Joe Biden is a throwback politically. Future links between Ireland and US leadership will need to be cultivated, not simply found
The Irish Times – 14 April – Liam Kennedy
Liam Kennedy is chairman in American studies and director of the Clinton Institute for American Studies at University College Dublin
“As US president Joe Biden ends his visit to Ireland, with many echoes of the Kennedy visit 50 years ago, it is timely to consider if he is the last of a tribe of liberal Irish-American politicians.
The Kennedy and Biden visits bookend a period that chronicles the relative decline of this political type and of Irish America as a collective ethnic identity in the US.
Will there be a new generation of Irish leaders in the US?
From the mid-19th to the mid-20th century, Irish-Americans were powerful political actors in the US, especially in the large cities of the north and east and more particularly as leaders and foot soldiers of the Democratic Party.
Since the 1960s, however, there have been serial declarations that Irish America is dead or dying, usually based on a presumption that it has been assimilated to a point of irrelevance as a salient ethnic identity or coherent community.
There are sociological and demographic pointers to that demise, including degeneration of once strong ethnic networks, organisations and communities, while Irish leadership in urban and national politics appears spent and unlikely to return.
The once potent relationship between Irish America and the Democratic Party was fractured in the 1960s and never recovered. That period saw the beginning of a rightward shift in what remained of Irish America, first in reaction to civil rights and abortion issues, later inflamed by cultural wars and more recently the appeal of a populist ethnonationalism championed by Donald Trump.
Today, there is no Irish-American block of voters and it can be difficult to determine the political preferences or significance of voters of Irish descent. Best estimates would suggest that the majority of Irish-Americans still lean liberal but a large conservative minority is more visible and more vocal.
In recent years a prominent gallery of Irish (often Catholic) voices are stoking divisive cultural politics and enunciating a racial politics of white grievance, led by what has been called the “alt-Irish” media and political personalities. The journalist Andrew O’Hehir observes that “When you think of the face of white rage in America, it belongs to a red-faced Irish dude on Fox News.”
Joe Biden is a throwback politically, a type of Irish politician once common but now rare. He grew up politically in the shadow of the Kennedys and has knowingly taken on the Kennedy mantle as a politician.
There are some signs of life in Irish-American politics and some initiatives attempting to inject new life into it
Clearly proud of his Irish roots, Biden has long referenced his family history and links to Ireland in comments on his political career and worldview. His Irishness is expressive of a “common man” mentality and touch, and he uses Irish references to talk about the “dignity” of working-class life and of immigrants.
Over the years Biden has come to personify a liberal politics of empathy in which his Irish ancestry and Catholicism function as moral touchstones. In his run for the presidency he promised to be a redemptive figure, healing the wounds of a disunited and fractious nation.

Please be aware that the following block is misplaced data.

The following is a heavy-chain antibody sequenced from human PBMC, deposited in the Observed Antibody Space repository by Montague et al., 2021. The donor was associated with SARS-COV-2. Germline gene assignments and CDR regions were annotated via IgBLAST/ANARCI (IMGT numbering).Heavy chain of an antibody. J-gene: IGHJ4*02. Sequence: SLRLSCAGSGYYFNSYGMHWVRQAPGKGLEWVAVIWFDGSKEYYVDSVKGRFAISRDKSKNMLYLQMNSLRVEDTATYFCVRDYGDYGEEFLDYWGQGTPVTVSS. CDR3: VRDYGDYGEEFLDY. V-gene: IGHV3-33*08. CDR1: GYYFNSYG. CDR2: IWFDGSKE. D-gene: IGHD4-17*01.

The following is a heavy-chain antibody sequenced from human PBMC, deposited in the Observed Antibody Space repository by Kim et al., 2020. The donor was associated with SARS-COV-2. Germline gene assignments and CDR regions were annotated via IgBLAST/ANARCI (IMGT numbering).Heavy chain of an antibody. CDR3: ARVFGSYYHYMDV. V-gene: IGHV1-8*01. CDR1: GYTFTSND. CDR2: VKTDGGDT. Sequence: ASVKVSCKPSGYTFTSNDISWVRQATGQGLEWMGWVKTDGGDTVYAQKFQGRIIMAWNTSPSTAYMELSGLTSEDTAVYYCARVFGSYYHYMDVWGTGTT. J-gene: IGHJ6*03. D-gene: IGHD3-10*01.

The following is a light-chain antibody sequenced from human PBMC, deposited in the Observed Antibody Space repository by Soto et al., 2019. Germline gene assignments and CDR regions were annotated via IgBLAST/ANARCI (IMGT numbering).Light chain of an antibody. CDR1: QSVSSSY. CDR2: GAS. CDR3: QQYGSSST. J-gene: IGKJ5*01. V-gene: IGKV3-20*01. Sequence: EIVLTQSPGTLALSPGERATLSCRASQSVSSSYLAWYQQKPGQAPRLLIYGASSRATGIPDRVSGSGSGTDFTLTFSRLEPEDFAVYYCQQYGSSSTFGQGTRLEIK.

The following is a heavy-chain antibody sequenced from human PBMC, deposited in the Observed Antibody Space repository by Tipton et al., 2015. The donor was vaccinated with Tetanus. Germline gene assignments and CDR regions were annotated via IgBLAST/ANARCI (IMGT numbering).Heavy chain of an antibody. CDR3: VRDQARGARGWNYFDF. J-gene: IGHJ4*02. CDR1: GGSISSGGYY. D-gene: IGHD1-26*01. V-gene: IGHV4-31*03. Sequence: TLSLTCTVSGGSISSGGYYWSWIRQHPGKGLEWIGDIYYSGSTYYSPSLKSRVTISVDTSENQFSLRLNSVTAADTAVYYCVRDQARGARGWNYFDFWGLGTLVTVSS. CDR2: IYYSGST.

Biden’s Irishness is the essence of his political sensibility and may appeal to many Americans as a balm against the divisiveness of recent years. But it is also a belated form of benign liberalism that is past its sell-by date politically and culturally in the US.
For all his prominence, Biden appears as a revenant of a disappearing Irish America and the last of a once powerful tribe of liberal Irish-American politicians.
The relative decline of Irish America raises the question of where the next generation of leadership will come from. To be sure, there are some signs of life in Irish-American politics and some initiatives attempting to inject new life into it.
In Washington there are a few younger members of Congress picking up the reins. Perhaps most prominent in Congress is Brendan Boyle, representing Pennsylvania’s 2nd District, who has been a strong supporter of the Belfast Agreement and Irish lobbying in relation to Brexit.
If we look regionally across the US rather than focus on national politics, we see many political representatives and civic leaders of Irish heritage. There are initiatives to bring them into more active identification and communication with Ireland.
A productive example is the American Irish State Legislators Caucus, which was created by Irish Senator Mark Daly. It is a bipartisan network of Irish-American legislators and public officials at the local and sate level of government, engaging local and national counterparts in Ireland. About 1,300 legislators across all 50 states are involved.
This form of networking beyond Washington and the usual centres of Irish America is an imaginative way to actively assemble a new generation of diaspora representation in the US. Any such formation will need to be grown and nurtured, not assumed nor simply found.
If there is to be a new generation of Irish-American leadership engaged with Ireland, it will not look like nor produce another Joe Biden. He is the product of a different and now departing Irish America, out of time and yet of the moment.”